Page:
LM3886 Parallel Use

yep you do this ............
 

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Ah, you mean applying a small (a few mV) variable voltage at the inverting pin of the LM3886's ?
That sounds good for the non-inverting stages, but what for the others?
I was thinking on building 4 identical stages, non-inverting, and adding a inverting circuit with an op-amp to excite two of them, so your idea can be suitable.
But do you think it is going to behave well as the offset changes with temperature?

Thanks!
 
ssanmor,

I'm now stuffing a new PCB I made up, doing what you've talked about. I've got on one board that's about 2 x 7 inches, 4-LM3886 devices, all running non-inverted (this gives better performance: you don't have the feed back 'bucking' the source that's driving the - input).

I based it on the schematic in the application link that AudioFreak listed above, but only using the top half of their schematic--that is, the non-inverted portion. I repeated the upper non-inverted portion for the 'bottom' half. Each output pair drives a resistor/inductor and then the load.

Next, I split the single input buffer op-amp into two, using one to drive the upper non-inverted pair with a non-inverted input signal, and the second to drive the bottom half with the inverted input. That is, each input polarity is running into a non-inverted AD8610.

12V regulation is provided for the input buffers devices separately from the regulated supplies for the LF411CN used in the DC servo circuit. (Instead of using two op-amps, I've also set it up to use a Jensen input transformer, with one secondary leg driving the + LM3886 pair and the negative leg the other LM3886 pair; it's always fun to compare!)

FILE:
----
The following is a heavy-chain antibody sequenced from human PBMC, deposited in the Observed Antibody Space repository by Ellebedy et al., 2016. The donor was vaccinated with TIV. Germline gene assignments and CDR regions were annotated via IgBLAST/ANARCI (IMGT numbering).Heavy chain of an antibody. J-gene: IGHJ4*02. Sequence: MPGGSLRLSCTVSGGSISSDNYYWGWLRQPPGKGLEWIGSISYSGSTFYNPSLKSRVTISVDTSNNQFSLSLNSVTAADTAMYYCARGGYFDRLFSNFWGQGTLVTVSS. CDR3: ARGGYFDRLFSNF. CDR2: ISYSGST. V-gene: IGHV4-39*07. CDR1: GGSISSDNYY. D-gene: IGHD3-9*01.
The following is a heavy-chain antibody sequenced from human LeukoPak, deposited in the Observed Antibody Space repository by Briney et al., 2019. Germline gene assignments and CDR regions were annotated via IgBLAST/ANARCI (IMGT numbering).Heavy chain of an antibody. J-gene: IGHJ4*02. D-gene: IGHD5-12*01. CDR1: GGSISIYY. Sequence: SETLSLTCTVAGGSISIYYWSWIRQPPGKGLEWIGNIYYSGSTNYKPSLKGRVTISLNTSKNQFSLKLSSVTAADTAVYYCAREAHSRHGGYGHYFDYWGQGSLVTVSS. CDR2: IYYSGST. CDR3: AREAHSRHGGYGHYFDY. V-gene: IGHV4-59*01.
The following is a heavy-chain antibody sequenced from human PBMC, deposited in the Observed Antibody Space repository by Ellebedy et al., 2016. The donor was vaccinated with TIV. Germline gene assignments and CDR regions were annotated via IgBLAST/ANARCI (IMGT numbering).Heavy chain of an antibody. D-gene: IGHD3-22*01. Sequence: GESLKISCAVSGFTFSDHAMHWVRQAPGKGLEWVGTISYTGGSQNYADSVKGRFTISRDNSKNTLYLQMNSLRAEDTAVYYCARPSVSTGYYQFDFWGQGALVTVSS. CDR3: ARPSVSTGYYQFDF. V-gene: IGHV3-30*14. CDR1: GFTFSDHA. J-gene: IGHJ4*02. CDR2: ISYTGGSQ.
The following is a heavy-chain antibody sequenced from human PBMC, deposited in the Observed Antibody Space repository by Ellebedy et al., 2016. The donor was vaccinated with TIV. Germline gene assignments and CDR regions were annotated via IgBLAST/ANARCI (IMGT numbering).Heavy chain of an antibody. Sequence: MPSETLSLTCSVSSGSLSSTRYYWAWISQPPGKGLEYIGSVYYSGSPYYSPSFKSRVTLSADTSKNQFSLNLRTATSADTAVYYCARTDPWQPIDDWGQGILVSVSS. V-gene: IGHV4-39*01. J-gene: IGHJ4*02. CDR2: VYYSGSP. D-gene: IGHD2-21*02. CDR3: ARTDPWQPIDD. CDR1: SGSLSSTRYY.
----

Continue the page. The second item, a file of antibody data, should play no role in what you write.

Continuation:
This means the whole amplifer, while bridged, is fully balanced and non-inverted. I designed the boards so that multiple units could be paralled to even further increase the low impedance drive capability. I was thinking that 2 or 3 boards, each with a two pair (4-LM3886), should drive a 2 ohm load with around 700 watts. (4 bridged units give around 150 to 200 watts into 8 ohms and 300-400 watts into 4 ohms; so 8 units should handle a 2 ohm load with 600 to 800 watts, depending upon the power supply and heat sinking.)

Hopefully, I'll have one board running by this weekend and if it tests out OK, I'll plug it into my system.
 
LM3886 parallel-bridge

My idea is this (I will try to explain it as clear as I can):
I am going to use four identical non-inverting amplifiers like the one shown in this picture. The output R in parallel with L is substituted by a 0.1Ohm/5W resistor, (all picked by-hand to minimize differences between them).
Then two of them are excited by the direct input signal from my preamplifier (with a gain=1 buffer). This signal is inverted by an inverting opamp with gain=1 and then drives the other two power stages.
The outputs of the two top stages are connected together and to the + terminal of the speaker; The outputs of the bottom stages are also connected together and to the - terminal of the speaker.

All the gain resistors are also picked by hand to match them within 0.1%

As you can note, I don't use servos. The stages are AC coupled, so they don't amplify the DC offset from the preamplifiers.

Does this set-up have any chance of working well? If you don't think so sincerely, please send suggestions.

Thanks!
 

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Re: LM3886 parallel-bridge

ssanmor said:
The stages are AC coupled, so they don't amplify the DC offset from the preamplifiers.
But it does not help with the DC offset from the amplifiers themselves. The 0.1 ohm resistors you're proposing may be too small to keep the two amps from "arguing" as Nelson says.
Didn't that App note from National warn about trying to do this without the servo?
If the two amps have, say, a 100mV difference in offset, this would be 0.5 amps through the balancing resistors (100 mV / (0.1+0.1))!